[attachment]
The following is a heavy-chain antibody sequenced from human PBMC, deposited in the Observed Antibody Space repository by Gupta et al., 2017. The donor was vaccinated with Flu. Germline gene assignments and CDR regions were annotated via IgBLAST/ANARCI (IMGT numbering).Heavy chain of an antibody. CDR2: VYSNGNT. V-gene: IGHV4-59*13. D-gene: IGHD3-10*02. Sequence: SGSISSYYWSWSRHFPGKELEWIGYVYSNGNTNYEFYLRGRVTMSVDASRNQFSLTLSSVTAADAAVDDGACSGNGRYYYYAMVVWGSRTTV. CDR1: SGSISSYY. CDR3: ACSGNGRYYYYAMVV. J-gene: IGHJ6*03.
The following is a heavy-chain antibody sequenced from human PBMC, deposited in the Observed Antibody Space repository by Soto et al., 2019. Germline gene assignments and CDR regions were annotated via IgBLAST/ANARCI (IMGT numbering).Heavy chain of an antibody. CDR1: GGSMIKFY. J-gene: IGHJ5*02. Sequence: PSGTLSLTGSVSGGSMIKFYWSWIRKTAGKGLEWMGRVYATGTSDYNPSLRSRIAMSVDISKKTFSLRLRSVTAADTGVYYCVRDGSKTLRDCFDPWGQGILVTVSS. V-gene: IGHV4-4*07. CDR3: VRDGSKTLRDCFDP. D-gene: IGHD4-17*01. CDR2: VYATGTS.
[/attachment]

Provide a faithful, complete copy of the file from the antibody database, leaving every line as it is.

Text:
The following is a heavy-chain antibody sequenced from human PBMC, deposited in the Observed Antibody Space repository by Gupta et al., 2017. The donor was vaccinated with Flu. Germline gene assignments and CDR regions were annotated via IgBLAST/ANARCI (IMGT numbering).Heavy chain of an antibody. CDR2: VYSNGNT. V-gene: IGHV4-59*13. D-gene: IGHD3-10*02. Sequence: SGSISSYYWSWSRHFPGKELEWIGYVYSNGNTNYEFYLRGRVTMSVDASRNQFSLTLSSVTAADAAVDDGACSGNGRYYYYAMVVWGSRTTV. CDR1: SGSISSYY. CDR3: ACSGNGRYYYYAMVV. J-gene: IGHJ6*03.
The following is a heavy-chain antibody sequenced from human PBMC, deposited in the Observed Antibody Space repository by Soto et al., 2019. Germline gene assignments and CDR regions were annotated via IgBLAST/ANARCI (IMGT numbering).Heavy chain of an antibody. CDR1: GGSMIKFY. J-gene: IGHJ5*02. Sequence: PSGTLSLTGSVSGGSMIKFYWSWIRKTAGKGLEWMGRVYATGTSDYNPSLRSRIAMSVDISKKTFSLRLRSVTAADTGVYYCVRDGSKTLRDCFDPWGQGILVTVSS. V-gene: IGHV4-4*07. CDR3: VRDGSKTLRDCFDP. D-gene: IGHD4-17*01. CDR2: VYATGTS.